The opinion of the court was delivered by: Milton I. Shadur Senior United States District Judge
City of Chicago ("City") and its Police Officer Pablo Mariano ("Mariano"), represented here by a law firm lawyer rather than City's Corporation Counsel's Office, have filed an Answer--including no fewer than eight Affirmative Defenses ("ADs")--to the Complaint brought against them by Isaac Gayden ("Gayden"). Federal jurisdiction is predicated on the Count I claim advanced against Mariano alone under 42 U.S.C. §1983 ("Section 1983"), while Count II (also targeting only Mariano) and Count III (asserted against City alone) invoke the supplemental jurisdiction provisions of 28 U.S.C. §1367(a). This memorandum order is issued sua sponte because defendants have regrettably advanced some inapplicable defenses.
What has just been said is not a function of defense counsel's meaningless demand for "strict proof" in Answer ¶3--see App'x ¶1 to State Farm Mut. Auto. Ins. Co. v. Riley, 199 F.R.D. 276, 278 (N.D. Ill. 2001). If that minor item had been the only problem posed by the responsive pleading, this Court would of course have let the matter pass without written comment (though it might perhaps have been mentioned orally at the next status hearing).
Instead the responsive pleading's problems stem from the indiscriminate--really thoughtless--manner in which defense counsel has larded the response with the multiple ADs. If there were any question about those ADs being advanced as sheer boilerplate, rather than with proper attention being given to the particulars of the Complaint, those doubts would be dispelled by the ADs' constant references to "Defendant Officers" even though only Mariano is charged in the Complaint. But there is much more in substantive terms:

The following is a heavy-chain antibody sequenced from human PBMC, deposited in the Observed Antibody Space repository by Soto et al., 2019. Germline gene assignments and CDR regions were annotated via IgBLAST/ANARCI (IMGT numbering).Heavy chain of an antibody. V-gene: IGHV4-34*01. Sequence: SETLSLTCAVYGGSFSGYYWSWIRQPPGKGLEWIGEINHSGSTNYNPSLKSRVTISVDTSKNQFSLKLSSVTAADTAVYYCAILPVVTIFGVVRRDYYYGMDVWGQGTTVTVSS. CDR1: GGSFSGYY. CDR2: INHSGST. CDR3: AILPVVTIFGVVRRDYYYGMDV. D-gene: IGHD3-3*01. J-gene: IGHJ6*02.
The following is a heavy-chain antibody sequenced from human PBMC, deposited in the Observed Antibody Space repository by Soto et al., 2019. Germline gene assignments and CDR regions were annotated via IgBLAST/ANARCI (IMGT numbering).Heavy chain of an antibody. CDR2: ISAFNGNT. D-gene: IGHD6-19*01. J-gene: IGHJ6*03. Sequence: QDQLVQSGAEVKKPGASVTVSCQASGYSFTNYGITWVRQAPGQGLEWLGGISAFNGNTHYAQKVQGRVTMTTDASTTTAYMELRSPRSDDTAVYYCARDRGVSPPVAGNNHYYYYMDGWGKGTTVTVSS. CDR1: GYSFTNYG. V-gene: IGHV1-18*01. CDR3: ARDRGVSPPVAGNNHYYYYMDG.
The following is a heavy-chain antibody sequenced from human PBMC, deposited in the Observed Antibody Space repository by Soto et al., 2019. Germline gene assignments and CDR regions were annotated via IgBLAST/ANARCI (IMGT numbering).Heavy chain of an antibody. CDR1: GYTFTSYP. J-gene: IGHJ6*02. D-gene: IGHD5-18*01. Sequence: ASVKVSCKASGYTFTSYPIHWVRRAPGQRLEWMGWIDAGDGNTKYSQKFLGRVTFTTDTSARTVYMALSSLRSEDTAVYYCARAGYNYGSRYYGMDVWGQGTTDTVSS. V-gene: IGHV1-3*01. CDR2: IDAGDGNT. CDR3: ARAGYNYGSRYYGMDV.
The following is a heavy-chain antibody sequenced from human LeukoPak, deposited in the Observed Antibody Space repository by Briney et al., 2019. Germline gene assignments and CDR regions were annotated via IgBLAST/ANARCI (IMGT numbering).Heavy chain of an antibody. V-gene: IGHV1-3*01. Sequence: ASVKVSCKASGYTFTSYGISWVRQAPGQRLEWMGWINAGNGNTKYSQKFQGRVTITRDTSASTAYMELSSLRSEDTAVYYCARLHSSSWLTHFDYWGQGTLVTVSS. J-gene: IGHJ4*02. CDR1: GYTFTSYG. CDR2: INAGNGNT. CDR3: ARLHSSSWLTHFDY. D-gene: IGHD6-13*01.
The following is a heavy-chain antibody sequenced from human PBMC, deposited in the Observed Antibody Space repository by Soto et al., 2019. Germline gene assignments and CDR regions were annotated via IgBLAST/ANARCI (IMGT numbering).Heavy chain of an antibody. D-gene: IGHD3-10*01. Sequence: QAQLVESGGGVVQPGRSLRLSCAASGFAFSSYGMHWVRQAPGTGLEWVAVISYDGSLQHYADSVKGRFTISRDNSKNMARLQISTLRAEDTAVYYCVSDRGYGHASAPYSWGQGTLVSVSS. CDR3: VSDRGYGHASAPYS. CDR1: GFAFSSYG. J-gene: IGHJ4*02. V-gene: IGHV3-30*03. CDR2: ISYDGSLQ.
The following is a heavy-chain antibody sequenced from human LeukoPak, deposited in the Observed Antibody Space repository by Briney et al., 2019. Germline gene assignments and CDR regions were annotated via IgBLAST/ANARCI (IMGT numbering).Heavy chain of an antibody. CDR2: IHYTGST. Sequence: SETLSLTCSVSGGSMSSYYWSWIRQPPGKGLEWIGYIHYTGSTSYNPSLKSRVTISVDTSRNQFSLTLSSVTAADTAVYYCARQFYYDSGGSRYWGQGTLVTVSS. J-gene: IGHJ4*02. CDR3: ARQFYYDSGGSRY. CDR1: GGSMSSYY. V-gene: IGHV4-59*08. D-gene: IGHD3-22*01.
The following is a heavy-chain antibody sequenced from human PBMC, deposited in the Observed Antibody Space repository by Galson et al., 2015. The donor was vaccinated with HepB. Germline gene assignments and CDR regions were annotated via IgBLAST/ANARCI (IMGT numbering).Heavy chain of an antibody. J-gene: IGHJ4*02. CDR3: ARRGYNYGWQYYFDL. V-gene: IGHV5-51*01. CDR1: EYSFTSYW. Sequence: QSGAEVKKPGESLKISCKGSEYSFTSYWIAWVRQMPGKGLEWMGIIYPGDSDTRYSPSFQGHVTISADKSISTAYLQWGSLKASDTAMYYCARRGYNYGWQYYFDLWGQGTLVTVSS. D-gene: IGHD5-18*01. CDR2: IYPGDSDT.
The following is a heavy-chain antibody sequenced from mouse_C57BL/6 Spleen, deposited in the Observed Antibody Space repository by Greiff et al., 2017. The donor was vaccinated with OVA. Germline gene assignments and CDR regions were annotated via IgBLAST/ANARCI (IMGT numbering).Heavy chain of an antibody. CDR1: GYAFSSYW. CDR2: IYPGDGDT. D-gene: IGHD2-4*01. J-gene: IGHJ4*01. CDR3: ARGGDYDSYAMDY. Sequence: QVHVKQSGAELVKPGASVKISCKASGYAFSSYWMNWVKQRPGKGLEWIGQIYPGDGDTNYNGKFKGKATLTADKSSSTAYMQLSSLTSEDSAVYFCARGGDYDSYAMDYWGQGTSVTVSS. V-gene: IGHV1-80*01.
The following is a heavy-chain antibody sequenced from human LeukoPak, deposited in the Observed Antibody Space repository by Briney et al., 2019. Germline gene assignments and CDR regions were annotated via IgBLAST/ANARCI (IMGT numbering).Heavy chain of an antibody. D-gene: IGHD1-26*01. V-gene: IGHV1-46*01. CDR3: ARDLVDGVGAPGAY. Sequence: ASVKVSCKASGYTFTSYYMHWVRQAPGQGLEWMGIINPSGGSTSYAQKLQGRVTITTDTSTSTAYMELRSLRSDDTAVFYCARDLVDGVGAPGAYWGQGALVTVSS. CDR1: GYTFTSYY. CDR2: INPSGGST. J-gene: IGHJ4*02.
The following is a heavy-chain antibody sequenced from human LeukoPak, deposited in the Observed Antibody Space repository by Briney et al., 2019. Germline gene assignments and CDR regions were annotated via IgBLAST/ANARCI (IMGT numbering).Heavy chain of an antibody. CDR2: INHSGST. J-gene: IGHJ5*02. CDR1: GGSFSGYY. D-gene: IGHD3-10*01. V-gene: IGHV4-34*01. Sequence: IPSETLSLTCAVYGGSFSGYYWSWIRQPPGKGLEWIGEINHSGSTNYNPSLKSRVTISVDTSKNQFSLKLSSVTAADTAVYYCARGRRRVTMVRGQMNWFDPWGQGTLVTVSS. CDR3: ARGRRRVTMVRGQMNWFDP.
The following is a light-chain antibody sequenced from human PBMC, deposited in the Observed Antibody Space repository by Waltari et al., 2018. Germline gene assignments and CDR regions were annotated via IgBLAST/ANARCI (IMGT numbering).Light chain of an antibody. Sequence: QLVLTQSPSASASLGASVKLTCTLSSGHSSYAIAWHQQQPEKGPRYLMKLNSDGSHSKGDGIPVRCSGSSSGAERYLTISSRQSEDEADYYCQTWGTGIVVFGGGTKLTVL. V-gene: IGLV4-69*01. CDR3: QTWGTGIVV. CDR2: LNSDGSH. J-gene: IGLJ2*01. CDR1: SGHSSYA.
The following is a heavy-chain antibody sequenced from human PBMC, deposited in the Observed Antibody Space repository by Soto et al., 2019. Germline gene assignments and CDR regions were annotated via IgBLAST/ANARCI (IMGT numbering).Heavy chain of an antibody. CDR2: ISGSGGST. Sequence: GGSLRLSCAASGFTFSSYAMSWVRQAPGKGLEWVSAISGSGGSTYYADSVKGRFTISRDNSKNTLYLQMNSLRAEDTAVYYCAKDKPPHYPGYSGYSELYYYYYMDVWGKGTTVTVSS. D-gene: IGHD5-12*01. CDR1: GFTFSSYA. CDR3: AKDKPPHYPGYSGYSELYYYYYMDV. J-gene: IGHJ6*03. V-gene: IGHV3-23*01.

1. AD 1 asserts qualified immunity for "Defendant Officers," even though Gayden's pleading (see, e.g., Complaint ¶¶6, 11 and 13), which must be accepted as true for AD purposes (see App'x ¶5 to State Farm, discussing the AD requirements as established by Fed. R. Civ. P. 8(c) and uniform caselaw), directly negates the availability of such a defense.
2. ADs 2 and 3 are likewise impermissibly at odds with Complaint ¶13 (and perhaps with other Complaint allegations as well).*fn1
3. AD 4 has nothing to do with this case, which targets only Mariano's conduct.
4. AD 5 is at odds with Complaint ¶¶6, 7 and 13.
5. AD 7, which sets out City's immunity from punitive or exemplary damages under state law, suggests that counsel has not read Count III, which seeks City's responsibility only for "any compensatory judgment" obtained against Mariano.
6. AD 8, asserting another state law immunity applicable to City, is equally meaningless in the face of Count III.
Accordingly all of the ADs except for AD 6 are stricken (even though, as to that surviving AD, it is difficult to see how nonmitigation of damages could enter the picture).
Finally, it hardly seems fair for clients to bear the cost of such errors on the part of defense counsel. If City is compensating counsel at an hourly rate, he is ordered to credit City appropriately for whatever time is allocable to having included the flawed ADs in the Answer. And whether or not such is the case, a copy of this memorandum ...